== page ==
When you hire a lawyer, you expect your case to be handled properly. You expect that your lawyer will file court documents on time and represent your interests. You expect that your lawyer will know the law and will work diligently on your behalf. After all, lawyers are required to perform in accordance with certain competency and ethical standards.
Most of the time, your lawyer does just that. But sometimes lawyers don’t do their job properly. They may miss an important deadline, fail to recognize an important theory or just not pay attention to your case. If your lawyer fails to perform competently and you lose a case, a business, or money as a result, you have a right to seek compensation for your loss from the lawyer. You have a right to do this regardless of whether your lawyer’s actions were willful or he or she just made a mistake.
In order to be licensed to practice law in the first place, lawyers have to graduate from law school and pass the state Bar Examination, which measures whether they have a certain minimal level knowledge of the law. But the practice of law is so specialized today that three years of law school can only teach the basic outlines of the law in the dozens of specialized areas.
Sometimes lawyers accept cases in areas they are not familiar enough with. Sometimes, lawyers do not keep up with changes in the law. Sometimes lawyers take on too much work and can’t give a case the attention it deserves. It is easy to make a mistake handling a case, and if that mistake causes a client harm, the lawyer should be responsible.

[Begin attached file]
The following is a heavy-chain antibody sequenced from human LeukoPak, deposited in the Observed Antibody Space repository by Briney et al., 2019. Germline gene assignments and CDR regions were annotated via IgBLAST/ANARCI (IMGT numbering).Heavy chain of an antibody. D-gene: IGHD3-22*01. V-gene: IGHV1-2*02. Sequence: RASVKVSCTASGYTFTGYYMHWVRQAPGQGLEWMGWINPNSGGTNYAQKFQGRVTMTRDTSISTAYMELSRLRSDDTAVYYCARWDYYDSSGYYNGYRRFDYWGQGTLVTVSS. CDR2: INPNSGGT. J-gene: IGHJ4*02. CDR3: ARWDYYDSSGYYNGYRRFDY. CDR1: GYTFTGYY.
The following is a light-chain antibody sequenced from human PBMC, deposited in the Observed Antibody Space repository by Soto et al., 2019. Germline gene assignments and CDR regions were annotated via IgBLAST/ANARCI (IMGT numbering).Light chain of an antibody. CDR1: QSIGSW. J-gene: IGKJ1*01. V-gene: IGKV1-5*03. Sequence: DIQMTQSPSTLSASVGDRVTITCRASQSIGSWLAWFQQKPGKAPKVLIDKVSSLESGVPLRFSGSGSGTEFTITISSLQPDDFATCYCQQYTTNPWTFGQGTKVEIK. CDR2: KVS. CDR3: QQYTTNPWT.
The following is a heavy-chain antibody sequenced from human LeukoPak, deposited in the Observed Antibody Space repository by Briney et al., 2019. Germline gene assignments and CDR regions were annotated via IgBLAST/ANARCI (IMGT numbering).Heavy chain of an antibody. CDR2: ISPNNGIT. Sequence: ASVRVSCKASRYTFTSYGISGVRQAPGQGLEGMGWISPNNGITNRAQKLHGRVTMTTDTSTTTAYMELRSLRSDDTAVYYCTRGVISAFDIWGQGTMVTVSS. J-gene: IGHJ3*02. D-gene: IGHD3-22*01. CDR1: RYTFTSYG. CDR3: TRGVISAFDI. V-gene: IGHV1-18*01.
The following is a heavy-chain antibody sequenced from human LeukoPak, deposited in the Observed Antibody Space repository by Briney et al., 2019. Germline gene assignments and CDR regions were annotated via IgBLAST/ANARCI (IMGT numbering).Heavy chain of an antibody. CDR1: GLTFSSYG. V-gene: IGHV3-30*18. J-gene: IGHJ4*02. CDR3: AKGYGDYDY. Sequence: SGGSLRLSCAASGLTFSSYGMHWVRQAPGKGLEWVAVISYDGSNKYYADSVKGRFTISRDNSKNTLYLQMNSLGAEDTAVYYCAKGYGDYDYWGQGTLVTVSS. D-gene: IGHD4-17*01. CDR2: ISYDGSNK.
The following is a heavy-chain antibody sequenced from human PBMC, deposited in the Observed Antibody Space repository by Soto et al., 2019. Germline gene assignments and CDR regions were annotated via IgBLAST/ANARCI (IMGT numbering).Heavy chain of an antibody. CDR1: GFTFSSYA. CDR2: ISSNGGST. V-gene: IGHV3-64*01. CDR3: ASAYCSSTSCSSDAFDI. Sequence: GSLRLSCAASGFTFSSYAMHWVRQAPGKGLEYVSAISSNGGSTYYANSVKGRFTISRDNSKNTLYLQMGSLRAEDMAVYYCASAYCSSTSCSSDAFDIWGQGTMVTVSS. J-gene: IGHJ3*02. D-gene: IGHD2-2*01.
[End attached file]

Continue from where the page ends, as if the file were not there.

Although most lawyers carry legal malpractice insurance, Massachusetts does not require lawyers to have legal malpractice insurance, and many don’t. When hiring a lawyer, you should look them up on the website of the Board of Bar Overseers. You can find out if they have ever been subject to professional discipline for such things as ignoring their cases, using clients’ funds for their own purposes, or taking on cases that they do not have enough experience to handle. Also, you can find out if they carry malpractice insurance. Without insurance, many lawyers have arranged their affairs so they are “judgment proof” – they have no assets in their own name. You will need a lawyer experienced in malpractice cases to help you figure out if you have a claim.
To prove a legal malpractice claim, you must first show that your former lawyer failed to exercise the skill and care of the average qualified attorney. If your former lawyer represents to you that he or she is a specialist of some sort, such as an expert in divorce cases, business formation, or litigation, he or she may be held to a higher standard of care. You must also be able to prove that your lawyer’s acts or omissions caused you harm, that is, you lost something.
The fact that a lawyer lost a case does not mean that he or she committed malpractice. To win a malpractice case, the party bringing the case has to show that the lawyer failed to exercise the skill and care appropriate under the circumstances and that if the lawyer had done a competent job, he or she would have won your case.
There are also a number of common defenses raised to legal malpractice claims. Click here for a discussion of defenses arising from the attorney client relationship, the scope of the representation, factual disputes about what happened, causation, damages, and the statute of limitations.
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